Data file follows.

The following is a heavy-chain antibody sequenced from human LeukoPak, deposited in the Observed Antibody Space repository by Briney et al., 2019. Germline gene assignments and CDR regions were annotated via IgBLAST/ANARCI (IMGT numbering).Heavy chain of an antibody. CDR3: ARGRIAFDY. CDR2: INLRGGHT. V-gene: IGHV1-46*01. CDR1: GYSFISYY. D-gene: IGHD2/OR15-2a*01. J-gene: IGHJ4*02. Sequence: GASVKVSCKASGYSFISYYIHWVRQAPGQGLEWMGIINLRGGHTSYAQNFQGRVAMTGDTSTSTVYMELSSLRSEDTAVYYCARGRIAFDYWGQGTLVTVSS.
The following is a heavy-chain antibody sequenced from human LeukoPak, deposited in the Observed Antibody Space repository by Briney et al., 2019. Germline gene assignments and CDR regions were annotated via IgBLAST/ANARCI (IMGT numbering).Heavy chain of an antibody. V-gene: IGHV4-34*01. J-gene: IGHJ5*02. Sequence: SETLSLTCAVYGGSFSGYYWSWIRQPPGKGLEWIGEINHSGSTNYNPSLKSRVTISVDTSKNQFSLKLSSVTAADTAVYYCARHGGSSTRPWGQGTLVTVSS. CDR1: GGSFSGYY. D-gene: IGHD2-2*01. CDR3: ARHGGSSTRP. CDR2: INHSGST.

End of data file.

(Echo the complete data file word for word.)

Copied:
The following is a heavy-chain antibody sequenced from human LeukoPak, deposited in the Observed Antibody Space repository by Briney et al., 2019. Germline gene assignments and CDR regions were annotated via IgBLAST/ANARCI (IMGT numbering).Heavy chain of an antibody. CDR3: ARGRIAFDY. CDR2: INLRGGHT. V-gene: IGHV1-46*01. CDR1: GYSFISYY. D-gene: IGHD2/OR15-2a*01. J-gene: IGHJ4*02. Sequence: GASVKVSCKASGYSFISYYIHWVRQAPGQGLEWMGIINLRGGHTSYAQNFQGRVAMTGDTSTSTVYMELSSLRSEDTAVYYCARGRIAFDYWGQGTLVTVSS.
The following is a heavy-chain antibody sequenced from human LeukoPak, deposited in the Observed Antibody Space repository by Briney et al., 2019. Germline gene assignments and CDR regions were annotated via IgBLAST/ANARCI (IMGT numbering).Heavy chain of an antibody. V-gene: IGHV4-34*01. J-gene: IGHJ5*02. Sequence: SETLSLTCAVYGGSFSGYYWSWIRQPPGKGLEWIGEINHSGSTNYNPSLKSRVTISVDTSKNQFSLKLSSVTAADTAVYYCARHGGSSTRPWGQGTLVTVSS. CDR1: GGSFSGYY. D-gene: IGHD2-2*01. CDR3: ARHGGSSTRP. CDR2: INHSGST.